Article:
What about that change in fire dept. schedules?

By TAYLOR MURCHISON-GALLAGHER

STAFF WRITER

Mayor Ellen Zoppo-Sassu, via a Memorandum of Understanding, announced that the Bristol Fire Department would be adjusting their schedules.

The news was delivered in the March 14, Council meeting.

“Currently, they work three days on, they have three days off, they work three nights on, and then they have three days off,” explained Zoppo-Sassu. “It has been increasingly popular over the last, probably, 10 or 15 years that departments are migrating to what’s called a ‘24/72,’ where they work the same amount of hours per week, but they stack those shifts for a 24-hour period, and then they are off for three, or 72 hours, and then they come back to work another full 24-hour period.”

Since the meeting, some citizens have voiced their concerns about the change, whether they feel the schedule will have negative impacts on the health and wellbeing of the firefighters, or they felt the change should have been made public, before the council met.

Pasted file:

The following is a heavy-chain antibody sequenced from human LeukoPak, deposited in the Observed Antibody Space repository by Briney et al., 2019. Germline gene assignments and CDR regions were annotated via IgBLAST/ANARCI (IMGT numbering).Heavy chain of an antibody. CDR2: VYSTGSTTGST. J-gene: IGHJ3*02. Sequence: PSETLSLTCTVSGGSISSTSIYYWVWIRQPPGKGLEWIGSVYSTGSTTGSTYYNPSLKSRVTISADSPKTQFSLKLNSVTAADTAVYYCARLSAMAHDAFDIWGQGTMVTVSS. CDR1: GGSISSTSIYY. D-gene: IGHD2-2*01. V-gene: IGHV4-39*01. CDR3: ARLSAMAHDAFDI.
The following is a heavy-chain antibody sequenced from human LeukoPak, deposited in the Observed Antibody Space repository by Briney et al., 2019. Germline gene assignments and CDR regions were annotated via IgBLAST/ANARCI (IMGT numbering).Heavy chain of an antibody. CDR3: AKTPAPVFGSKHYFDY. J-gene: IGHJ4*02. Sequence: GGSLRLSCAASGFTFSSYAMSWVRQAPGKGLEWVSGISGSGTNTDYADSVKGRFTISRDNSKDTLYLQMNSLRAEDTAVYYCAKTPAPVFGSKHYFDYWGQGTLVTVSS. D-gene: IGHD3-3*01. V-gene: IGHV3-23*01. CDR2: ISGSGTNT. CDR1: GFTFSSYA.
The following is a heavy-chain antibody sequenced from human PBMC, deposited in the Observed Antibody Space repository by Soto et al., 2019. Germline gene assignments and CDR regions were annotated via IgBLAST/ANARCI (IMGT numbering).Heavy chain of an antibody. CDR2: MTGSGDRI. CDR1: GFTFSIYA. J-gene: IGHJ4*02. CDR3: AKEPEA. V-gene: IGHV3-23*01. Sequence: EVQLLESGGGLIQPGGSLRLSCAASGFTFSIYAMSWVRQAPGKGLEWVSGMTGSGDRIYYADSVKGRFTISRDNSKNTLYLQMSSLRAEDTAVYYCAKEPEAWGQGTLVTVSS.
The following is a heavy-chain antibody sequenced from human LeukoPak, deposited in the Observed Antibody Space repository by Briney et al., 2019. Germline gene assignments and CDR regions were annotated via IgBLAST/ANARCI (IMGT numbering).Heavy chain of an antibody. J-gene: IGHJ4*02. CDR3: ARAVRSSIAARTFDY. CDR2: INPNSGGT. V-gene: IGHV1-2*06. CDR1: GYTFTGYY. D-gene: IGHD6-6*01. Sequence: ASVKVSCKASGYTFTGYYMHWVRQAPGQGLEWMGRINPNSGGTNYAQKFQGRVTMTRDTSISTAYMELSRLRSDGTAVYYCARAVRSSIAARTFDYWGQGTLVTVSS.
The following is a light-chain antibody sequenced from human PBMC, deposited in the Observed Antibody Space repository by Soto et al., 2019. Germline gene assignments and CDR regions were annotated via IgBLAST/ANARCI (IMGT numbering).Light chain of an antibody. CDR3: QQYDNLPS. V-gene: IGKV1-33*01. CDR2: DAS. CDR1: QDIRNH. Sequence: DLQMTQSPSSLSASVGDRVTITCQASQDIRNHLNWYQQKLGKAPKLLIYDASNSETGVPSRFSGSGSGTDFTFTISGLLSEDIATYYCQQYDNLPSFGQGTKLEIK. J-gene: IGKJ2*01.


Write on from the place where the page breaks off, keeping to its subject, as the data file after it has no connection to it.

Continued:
One such concern came during the March 14 meeting from Councilor Dave Mills.

“I have nothing to say about the contract, and I realize that it’s your [the mayor’s] responsibility to negotiate the contract, I am just a little concerned as a council person, that the information we got was tonight,” said Mills. “This is my fourth term as a council person, and every time that a contract issue of this importance came up, we had the courtesy to go into executive session to discuss the contract, to give our input, to give our points of information to you and to each other, just to discuss it. And, it bothers me a little bit that this is the only time that we’re getting this tonight… I’m a little bit dismayed and I wish we had the opportunity to discuss this because it is a hot topic…”